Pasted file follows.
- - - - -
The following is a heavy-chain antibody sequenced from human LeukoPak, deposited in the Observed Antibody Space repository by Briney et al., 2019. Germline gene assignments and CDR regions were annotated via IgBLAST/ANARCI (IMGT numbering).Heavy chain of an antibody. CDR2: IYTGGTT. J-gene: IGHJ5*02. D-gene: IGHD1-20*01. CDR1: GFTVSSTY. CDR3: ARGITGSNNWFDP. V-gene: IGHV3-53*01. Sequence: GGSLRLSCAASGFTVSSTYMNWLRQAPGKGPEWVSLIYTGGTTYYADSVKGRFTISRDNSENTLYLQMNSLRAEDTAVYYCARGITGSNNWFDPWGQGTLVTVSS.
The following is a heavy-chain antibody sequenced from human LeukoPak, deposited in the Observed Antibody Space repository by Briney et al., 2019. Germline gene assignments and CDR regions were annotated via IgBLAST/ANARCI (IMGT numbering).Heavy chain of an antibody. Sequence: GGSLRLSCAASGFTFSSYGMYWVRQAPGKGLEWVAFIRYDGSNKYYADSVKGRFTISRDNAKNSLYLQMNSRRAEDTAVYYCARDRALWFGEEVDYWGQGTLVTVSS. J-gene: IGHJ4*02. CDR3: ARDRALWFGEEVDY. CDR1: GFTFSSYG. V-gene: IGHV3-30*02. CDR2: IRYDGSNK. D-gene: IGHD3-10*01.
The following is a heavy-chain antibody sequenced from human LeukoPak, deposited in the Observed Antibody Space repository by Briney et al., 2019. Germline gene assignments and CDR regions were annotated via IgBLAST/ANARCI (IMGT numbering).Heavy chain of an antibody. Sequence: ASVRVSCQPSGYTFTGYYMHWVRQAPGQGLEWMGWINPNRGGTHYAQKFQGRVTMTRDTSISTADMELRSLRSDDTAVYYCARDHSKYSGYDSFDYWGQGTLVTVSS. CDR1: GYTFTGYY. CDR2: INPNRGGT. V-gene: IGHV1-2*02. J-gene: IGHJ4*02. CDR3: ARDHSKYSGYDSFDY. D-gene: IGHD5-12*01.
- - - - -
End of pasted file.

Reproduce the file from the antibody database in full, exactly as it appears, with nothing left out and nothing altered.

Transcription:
The following is a heavy-chain antibody sequenced from human LeukoPak, deposited in the Observed Antibody Space repository by Briney et al., 2019. Germline gene assignments and CDR regions were annotated via IgBLAST/ANARCI (IMGT numbering).Heavy chain of an antibody. CDR2: IYTGGTT. J-gene: IGHJ5*02. D-gene: IGHD1-20*01. CDR1: GFTVSSTY. CDR3: ARGITGSNNWFDP. V-gene: IGHV3-53*01. Sequence: GGSLRLSCAASGFTVSSTYMNWLRQAPGKGPEWVSLIYTGGTTYYADSVKGRFTISRDNSENTLYLQMNSLRAEDTAVYYCARGITGSNNWFDPWGQGTLVTVSS.
The following is a heavy-chain antibody sequenced from human LeukoPak, deposited in the Observed Antibody Space repository by Briney et al., 2019. Germline gene assignments and CDR regions were annotated via IgBLAST/ANARCI (IMGT numbering).Heavy chain of an antibody. Sequence: GGSLRLSCAASGFTFSSYGMYWVRQAPGKGLEWVAFIRYDGSNKYYADSVKGRFTISRDNAKNSLYLQMNSRRAEDTAVYYCARDRALWFGEEVDYWGQGTLVTVSS. J-gene: IGHJ4*02. CDR3: ARDRALWFGEEVDY. CDR1: GFTFSSYG. V-gene: IGHV3-30*02. CDR2: IRYDGSNK. D-gene: IGHD3-10*01.
The following is a heavy-chain antibody sequenced from human LeukoPak, deposited in the Observed Antibody Space repository by Briney et al., 2019. Germline gene assignments and CDR regions were annotated via IgBLAST/ANARCI (IMGT numbering).Heavy chain of an antibody. Sequence: ASVRVSCQPSGYTFTGYYMHWVRQAPGQGLEWMGWINPNRGGTHYAQKFQGRVTMTRDTSISTADMELRSLRSDDTAVYYCARDHSKYSGYDSFDYWGQGTLVTVSS. CDR1: GYTFTGYY. CDR2: INPNRGGT. V-gene: IGHV1-2*02. J-gene: IGHJ4*02. CDR3: ARDHSKYSGYDSFDY. D-gene: IGHD5-12*01.